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Pay, productivity and aging in Major League Baseball

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  • Turner, Chad
  • Hakes, Jahn

Abstract

Using panels of player pay and performance from Major League Baseball (MLB), we examine trends in player productivity and salaries as players age. Pooling players of all ability levels leads to a systematic bias in regression coefficients. After addressing this problem by dividing players into talent quintiles, we find that the best players peak about two years later than marginal players, and development and depreciation of ability appear to be more pronounced for players with the highest peak ability levels. Within-career variation, however, is less pronounced than between-player variation, and the talent level of players within a given quintile will typically remain lower than the talent level for rookies in the next higher quintile. Free agents are paid proportionately with their production at all ability levels, whereas young players’ salaries are suppressed by similar amounts.

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Bibliographic Info

Paper provided by University Library of Munich, Germany in its series MPRA Paper with number 4326.

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Date of creation: 31 Jul 2007
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Handle: RePEc:pra:mprapa:4326

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Keywords: Major League Baseball (MLB); career dynamics; player salaries and performance; quintile analysis;

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References

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  1. Krohn, Gregor A, 1983. "Measuring the Experience-Productivity Relationship: The Case of Major League Baseball," Journal of Business & Economic Statistics, American Statistical Association, vol. 1(4), pages 273-79, October.
  2. Fair Ray C, 2008. "Estimated Age Effects in Baseball," Journal of Quantitative Analysis in Sports, De Gruyter, vol. 4(1), pages 1-41, January.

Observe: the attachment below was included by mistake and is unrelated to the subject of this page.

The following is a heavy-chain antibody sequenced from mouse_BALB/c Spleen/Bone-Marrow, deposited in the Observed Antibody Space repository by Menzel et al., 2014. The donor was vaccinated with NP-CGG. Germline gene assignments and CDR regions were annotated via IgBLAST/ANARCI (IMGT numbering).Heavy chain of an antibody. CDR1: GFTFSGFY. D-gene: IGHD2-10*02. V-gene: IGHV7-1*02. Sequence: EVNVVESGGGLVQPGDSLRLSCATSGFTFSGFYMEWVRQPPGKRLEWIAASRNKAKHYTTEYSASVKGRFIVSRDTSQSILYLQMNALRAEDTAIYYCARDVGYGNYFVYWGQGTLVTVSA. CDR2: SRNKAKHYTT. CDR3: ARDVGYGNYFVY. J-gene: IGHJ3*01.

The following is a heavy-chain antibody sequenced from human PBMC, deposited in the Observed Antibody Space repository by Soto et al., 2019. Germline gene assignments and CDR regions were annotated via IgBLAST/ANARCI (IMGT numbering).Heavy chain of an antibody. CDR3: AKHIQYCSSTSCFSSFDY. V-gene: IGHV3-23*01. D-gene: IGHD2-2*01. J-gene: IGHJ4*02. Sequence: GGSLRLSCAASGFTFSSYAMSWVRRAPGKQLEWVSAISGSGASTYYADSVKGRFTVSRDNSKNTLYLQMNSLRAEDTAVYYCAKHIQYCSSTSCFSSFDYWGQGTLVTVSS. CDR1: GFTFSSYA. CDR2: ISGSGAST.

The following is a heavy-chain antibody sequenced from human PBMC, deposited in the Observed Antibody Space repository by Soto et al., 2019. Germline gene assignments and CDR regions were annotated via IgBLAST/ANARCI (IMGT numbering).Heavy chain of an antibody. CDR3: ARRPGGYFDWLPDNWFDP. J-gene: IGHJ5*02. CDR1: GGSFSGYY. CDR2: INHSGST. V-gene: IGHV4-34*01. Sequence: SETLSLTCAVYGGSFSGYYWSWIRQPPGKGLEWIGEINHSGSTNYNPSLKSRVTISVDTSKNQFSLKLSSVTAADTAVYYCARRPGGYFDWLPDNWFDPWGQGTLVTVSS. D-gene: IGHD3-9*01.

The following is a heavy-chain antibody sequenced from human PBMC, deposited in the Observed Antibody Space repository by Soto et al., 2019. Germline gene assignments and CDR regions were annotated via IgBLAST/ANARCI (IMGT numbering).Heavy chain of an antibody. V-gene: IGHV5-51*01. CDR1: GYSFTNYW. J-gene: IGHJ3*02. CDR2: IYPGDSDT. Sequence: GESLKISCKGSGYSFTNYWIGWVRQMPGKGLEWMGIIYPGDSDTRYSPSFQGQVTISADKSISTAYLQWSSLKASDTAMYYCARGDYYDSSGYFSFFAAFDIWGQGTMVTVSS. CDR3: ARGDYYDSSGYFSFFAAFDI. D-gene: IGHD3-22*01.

3. Jahn K. Hakes & Raymond D. Sauer, 2006. "An Economic Evaluation of the Moneyball Hypothesis," Journal of Economic Perspectives, American Economic Association, vol. 20(3), pages 173-186, Summer.
  4. Daniel R. Marburger, 2004. "Arbitrator Compromise in Final Offer Arbitration: Evidence from Major League Baseball," Economic Inquiry, Western Economic Association International, vol. 42(1), pages 60-68, January.
  5. Kahn, Lawrence M, 1993. "Free Agency, Long-Term Contracts and Compensation in Major League Baseball: Estimates from Panel Data," The Review of Economics and Statistics, MIT Press, vol. 75(1), pages 157-64, February.
  6. Rob Simmons & David Berri, 2008. "Race and the Evaluation of Signal Callers in the National Football League," IASE Conference Papers 0825, International Association of Sports Economists.
  7. Lawrence M. Kahn, 1991. "Discrimination in professional sports: A survey of the literature," Industrial and Labor Relations Review, ILR Review, Cornell University, ILR School, vol. 44(3), pages 395-418, April.
  8. Scully, Gerald W, 1974. "Pay and Performance in Major League Baseball," American Economic Review, American Economic Association, vol. 64(6), pages 915-30, December.
  9. Brad R. Humphreys, 2000. "Equal Pay on the Hardwood: The Earnings Gap between Male and Female NCAA Division I Basketball Coaches," Journal of Sports Economics, , vol. 1(3), pages 299-307, August.
  10. Kahn, Lawrence M., 2004. "Race, Performance, Pay and Retention among National Basketball Association Head Coaches," IZA Discussion Papers 1120, Institute for the Study of Labor (IZA).
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Cited by:
  1. Turner, Chad & Hakes, Jahn Karl, 2007. "The Collective Bargaining Effects of NBA Player Productivity Dynamics," MPRA Paper 5058, University Library of Munich, Germany.
  2. Jahn K. Hakes & Chad Turner, 2008. "Long-Term Contracts in Major League Baseball," Working Papers 0831, International Association of Sports Economists & North American Association of Sports Economists.
  3. R Simmons & D Berri, 2007. "Does it pay to specialize? The story from the Gridiron," Working Papers 591134, Lancaster University Management School, Economics Department.

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